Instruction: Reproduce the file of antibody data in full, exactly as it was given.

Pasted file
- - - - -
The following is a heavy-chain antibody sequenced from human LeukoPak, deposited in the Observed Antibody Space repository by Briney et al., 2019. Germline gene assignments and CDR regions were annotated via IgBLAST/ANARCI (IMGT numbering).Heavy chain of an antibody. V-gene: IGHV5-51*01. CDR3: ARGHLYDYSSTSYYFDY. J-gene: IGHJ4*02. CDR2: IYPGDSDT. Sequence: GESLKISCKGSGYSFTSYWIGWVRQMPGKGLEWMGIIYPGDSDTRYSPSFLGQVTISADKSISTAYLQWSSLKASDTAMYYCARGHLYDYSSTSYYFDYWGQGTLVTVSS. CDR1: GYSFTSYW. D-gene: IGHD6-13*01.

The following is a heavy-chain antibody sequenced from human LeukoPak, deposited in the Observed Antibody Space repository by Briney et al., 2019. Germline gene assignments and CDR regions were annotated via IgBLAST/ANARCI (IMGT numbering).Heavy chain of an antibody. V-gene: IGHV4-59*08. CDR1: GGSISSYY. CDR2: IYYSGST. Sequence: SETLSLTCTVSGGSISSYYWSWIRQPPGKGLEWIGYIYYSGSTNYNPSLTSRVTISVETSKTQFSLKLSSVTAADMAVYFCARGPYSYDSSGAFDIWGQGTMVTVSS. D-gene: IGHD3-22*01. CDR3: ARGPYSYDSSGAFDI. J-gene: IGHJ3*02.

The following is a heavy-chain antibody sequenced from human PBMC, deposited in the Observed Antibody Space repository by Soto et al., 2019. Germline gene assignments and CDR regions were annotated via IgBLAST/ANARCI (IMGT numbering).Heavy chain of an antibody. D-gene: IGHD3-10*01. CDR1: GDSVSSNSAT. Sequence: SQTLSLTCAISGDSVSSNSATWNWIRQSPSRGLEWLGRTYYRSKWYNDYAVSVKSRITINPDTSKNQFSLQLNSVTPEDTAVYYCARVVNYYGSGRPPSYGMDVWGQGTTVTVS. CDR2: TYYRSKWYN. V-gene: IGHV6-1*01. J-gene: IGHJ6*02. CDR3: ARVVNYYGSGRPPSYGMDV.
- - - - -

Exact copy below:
The following is a heavy-chain antibody sequenced from human LeukoPak, deposited in the Observed Antibody Space repository by Briney et al., 2019. Germline gene assignments and CDR regions were annotated via IgBLAST/ANARCI (IMGT numbering).Heavy chain of an antibody. V-gene: IGHV5-51*01. CDR3: ARGHLYDYSSTSYYFDY. J-gene: IGHJ4*02. CDR2: IYPGDSDT. Sequence: GESLKISCKGSGYSFTSYWIGWVRQMPGKGLEWMGIIYPGDSDTRYSPSFLGQVTISADKSISTAYLQWSSLKASDTAMYYCARGHLYDYSSTSYYFDYWGQGTLVTVSS. CDR1: GYSFTSYW. D-gene: IGHD6-13*01.

The following is a heavy-chain antibody sequenced from human LeukoPak, deposited in the Observed Antibody Space repository by Briney et al., 2019. Germline gene assignments and CDR regions were annotated via IgBLAST/ANARCI (IMGT numbering).Heavy chain of an antibody. V-gene: IGHV4-59*08. CDR1: GGSISSYY. CDR2: IYYSGST. Sequence: SETLSLTCTVSGGSISSYYWSWIRQPPGKGLEWIGYIYYSGSTNYNPSLTSRVTISVETSKTQFSLKLSSVTAADMAVYFCARGPYSYDSSGAFDIWGQGTMVTVSS. D-gene: IGHD3-22*01. CDR3: ARGPYSYDSSGAFDI. J-gene: IGHJ3*02.

The following is a heavy-chain antibody sequenced from human PBMC, deposited in the Observed Antibody Space repository by Soto et al., 2019. Germline gene assignments and CDR regions were annotated via IgBLAST/ANARCI (IMGT numbering).Heavy chain of an antibody. D-gene: IGHD3-10*01. CDR1: GDSVSSNSAT. Sequence: SQTLSLTCAISGDSVSSNSATWNWIRQSPSRGLEWLGRTYYRSKWYNDYAVSVKSRITINPDTSKNQFSLQLNSVTPEDTAVYYCARVVNYYGSGRPPSYGMDVWGQGTTVTVS. CDR2: TYYRSKWYN. V-gene: IGHV6-1*01. J-gene: IGHJ6*02. CDR3: ARVVNYYGSGRPPSYGMDV.